In an op-ed column today for the New York Times, Robert Reich, former Secretary of Labor, writes that many of the new entrepreneurs are really 'self-employed', that is, they want a job but the market has forced them into temporary free-lance serfdom.
He uses the example of George, an aquaintance who lost his job as associate partner at a technology and consulting company - probably a company like EDS or IBM Consulting. George sounds like he is in his mid- to late- career. George is self-employed, doing "exactly what he used to do, for less money, and no benefits - no health care, no 401(k) match, no sick leave, no paid vacation."
My brother Bryan is in much the same situation. Bryan is a mid-career creative Art Director. Good agency experience, great portfolio. Having a devil of a time catching back on in Texas. He too is doing free-lance work work less than he did before.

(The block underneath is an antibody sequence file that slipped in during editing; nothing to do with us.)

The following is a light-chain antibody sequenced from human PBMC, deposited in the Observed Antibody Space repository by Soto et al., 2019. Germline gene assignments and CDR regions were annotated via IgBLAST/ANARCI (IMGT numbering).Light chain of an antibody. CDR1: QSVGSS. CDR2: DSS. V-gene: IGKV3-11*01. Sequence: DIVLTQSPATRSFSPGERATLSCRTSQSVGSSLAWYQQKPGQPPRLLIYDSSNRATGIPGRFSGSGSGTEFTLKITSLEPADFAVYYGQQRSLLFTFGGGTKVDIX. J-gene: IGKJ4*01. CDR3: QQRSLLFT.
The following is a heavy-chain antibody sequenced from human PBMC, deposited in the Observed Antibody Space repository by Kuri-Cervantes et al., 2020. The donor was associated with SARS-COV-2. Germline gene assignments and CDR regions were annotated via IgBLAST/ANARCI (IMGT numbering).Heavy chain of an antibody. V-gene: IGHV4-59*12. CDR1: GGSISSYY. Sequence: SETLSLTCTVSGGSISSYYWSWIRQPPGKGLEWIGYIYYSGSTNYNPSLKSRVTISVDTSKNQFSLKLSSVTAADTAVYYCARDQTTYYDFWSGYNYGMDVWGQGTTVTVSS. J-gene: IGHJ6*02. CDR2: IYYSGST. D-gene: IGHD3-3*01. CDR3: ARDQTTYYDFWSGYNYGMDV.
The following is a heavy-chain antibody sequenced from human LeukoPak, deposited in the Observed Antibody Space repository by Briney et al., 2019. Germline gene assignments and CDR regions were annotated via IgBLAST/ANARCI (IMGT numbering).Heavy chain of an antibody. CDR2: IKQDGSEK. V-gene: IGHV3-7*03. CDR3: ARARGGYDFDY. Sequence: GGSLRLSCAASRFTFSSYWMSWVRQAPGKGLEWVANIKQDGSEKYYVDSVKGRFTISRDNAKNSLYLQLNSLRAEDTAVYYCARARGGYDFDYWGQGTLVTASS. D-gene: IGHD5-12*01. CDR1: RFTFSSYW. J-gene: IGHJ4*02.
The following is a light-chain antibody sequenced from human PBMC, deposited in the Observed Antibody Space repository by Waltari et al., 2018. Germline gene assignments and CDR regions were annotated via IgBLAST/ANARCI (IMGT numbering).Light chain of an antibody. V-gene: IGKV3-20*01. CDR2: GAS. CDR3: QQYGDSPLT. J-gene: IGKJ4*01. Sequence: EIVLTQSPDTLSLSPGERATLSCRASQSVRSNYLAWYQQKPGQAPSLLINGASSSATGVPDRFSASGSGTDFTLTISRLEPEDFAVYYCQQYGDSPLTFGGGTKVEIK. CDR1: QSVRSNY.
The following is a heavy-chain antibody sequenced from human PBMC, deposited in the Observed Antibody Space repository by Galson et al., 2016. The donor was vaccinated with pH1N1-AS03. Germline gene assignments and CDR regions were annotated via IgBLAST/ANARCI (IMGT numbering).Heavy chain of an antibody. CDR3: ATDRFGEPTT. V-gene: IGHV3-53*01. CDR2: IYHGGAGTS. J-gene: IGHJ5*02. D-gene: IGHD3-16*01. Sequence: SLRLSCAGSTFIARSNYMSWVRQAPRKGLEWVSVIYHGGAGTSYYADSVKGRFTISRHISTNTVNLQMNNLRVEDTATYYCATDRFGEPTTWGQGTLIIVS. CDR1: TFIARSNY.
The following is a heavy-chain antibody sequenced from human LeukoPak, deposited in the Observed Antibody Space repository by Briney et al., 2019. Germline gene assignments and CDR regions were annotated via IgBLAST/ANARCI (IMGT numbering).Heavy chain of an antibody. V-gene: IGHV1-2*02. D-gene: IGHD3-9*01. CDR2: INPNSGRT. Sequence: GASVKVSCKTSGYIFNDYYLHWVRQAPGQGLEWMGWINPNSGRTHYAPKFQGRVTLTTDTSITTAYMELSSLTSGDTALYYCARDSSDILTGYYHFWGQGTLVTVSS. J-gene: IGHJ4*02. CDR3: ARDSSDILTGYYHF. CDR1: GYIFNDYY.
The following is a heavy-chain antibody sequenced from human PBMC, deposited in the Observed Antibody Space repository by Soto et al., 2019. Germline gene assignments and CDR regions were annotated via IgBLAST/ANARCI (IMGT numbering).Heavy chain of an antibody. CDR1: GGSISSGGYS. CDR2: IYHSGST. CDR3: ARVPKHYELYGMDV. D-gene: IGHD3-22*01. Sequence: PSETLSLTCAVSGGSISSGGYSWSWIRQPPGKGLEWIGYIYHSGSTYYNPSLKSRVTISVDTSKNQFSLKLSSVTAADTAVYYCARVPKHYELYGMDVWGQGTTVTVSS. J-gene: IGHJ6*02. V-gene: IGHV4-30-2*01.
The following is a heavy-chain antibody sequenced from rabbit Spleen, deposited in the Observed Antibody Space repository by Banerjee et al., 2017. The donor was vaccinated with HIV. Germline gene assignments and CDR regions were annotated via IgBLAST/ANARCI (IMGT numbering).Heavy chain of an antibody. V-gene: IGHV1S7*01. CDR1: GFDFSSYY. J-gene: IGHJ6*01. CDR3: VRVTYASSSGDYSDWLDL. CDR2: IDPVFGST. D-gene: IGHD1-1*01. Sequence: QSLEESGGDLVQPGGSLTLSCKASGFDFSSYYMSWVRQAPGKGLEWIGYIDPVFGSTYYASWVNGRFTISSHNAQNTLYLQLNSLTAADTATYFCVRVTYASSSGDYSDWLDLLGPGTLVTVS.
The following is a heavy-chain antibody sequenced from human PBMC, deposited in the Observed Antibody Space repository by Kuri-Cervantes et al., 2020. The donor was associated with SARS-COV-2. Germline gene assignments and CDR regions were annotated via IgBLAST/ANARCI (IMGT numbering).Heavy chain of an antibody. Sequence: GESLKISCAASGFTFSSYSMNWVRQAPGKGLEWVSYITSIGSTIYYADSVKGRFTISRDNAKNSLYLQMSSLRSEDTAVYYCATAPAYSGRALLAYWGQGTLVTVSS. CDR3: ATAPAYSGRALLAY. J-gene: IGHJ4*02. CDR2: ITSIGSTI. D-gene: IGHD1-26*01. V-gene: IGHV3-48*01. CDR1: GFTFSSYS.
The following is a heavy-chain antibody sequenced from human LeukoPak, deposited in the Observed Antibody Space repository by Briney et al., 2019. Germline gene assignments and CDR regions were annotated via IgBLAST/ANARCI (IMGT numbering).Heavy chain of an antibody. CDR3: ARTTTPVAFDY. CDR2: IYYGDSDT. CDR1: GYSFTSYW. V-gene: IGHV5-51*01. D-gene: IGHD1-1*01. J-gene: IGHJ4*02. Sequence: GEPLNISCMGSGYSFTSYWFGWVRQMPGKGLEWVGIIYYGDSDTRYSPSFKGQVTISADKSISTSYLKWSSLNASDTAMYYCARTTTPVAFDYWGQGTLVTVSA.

So what can we draw from this - what if we are a reluctant entrepreneur?
First, there is no easy answer and I will refrain from platitudes about 'keeping your chin up'.
If you have one client who is paying you, can you get a second? Is there any way to carve out a few hours a week to call on a second prospective client? Can you partner with another person slogging away just as you?
Leverage your experience to allow you to do more work in less time, so you can get a second and third client paying you at the same time. You have to free some excess labor from the contract. They are paying you to complete some objective, not piece work.
Not at all easy, but the only way to get yourself back into some control or the feeling of control.
And, if you need a crackerjack creative marketing guy - let me know. I will get you in touch with Bryan.